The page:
The selected nominee will then represent the party on the general election ballot in November.
Only registered Republicans will participate in a presidential preference primary election in 2024.
Although some candidates have suspended or ended their presidential campaigns, they may still appear on the ballot. Under Florida law, if a candidate didn't formally withdraw before Dec. 12, 2023, the candidate's name must remain on the presidential preference primary election ballot.
A vote cast for any candidate appearing on the ballot will count as a vote for that candidate.
How does Florida being a closed-primary state impact my vote?
Because Florida is a closed-primary state, only voters who are registered members of political parties may vote for respective party candidates or nominees during a primary election.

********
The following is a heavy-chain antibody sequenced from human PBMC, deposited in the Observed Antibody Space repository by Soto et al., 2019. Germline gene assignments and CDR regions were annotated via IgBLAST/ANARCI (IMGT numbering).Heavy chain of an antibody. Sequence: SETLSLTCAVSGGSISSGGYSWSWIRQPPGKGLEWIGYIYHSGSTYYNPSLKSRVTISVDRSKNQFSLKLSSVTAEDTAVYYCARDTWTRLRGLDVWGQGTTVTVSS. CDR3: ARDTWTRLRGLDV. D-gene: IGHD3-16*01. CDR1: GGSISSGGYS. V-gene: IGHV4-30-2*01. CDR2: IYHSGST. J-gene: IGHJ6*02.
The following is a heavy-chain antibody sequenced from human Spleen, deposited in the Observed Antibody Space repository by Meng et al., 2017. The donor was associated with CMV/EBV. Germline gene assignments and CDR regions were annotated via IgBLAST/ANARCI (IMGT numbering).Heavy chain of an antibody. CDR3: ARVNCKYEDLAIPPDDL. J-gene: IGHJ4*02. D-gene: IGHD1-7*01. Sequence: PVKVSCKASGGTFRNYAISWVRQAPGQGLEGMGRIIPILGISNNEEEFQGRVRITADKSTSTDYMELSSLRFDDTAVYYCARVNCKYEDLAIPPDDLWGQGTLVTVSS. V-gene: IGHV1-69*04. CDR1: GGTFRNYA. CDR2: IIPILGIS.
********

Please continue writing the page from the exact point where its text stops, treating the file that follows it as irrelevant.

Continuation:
There may be times when all registered voters can participate in a primary election, regardless of political affiliation. They are:
- If all the candidates for an office have the same party affiliation and the winner of the primary election will not face any opposition in the general election, then all registered voters can vote for any of the candidates for that office.
- If races for nonpartisan judicial and school board offices, nonpartisan special districts or local referendum questions are on the primary election ballot, then all registered voters, including those without party affiliation, are entitled to vote.
A person can register with a party or change his or her party affiliation at any time, but he or she must do so by the registration deadline for that primary election.
Does my municipality have an election this year?
A total of 22 Palm Beach County municipalities have elections this March. They are, in alphabetical order:
- Belle Glade
- Boca Raton
- Delray Beach
- Highland Beach
- Juno Beach
- Jupiter Inlet Colony
- Lake Park
- Lake Worth Beach
- Loxahatchee Groves
- North Palm Beach
- Ocean Ridge
- Palm Beach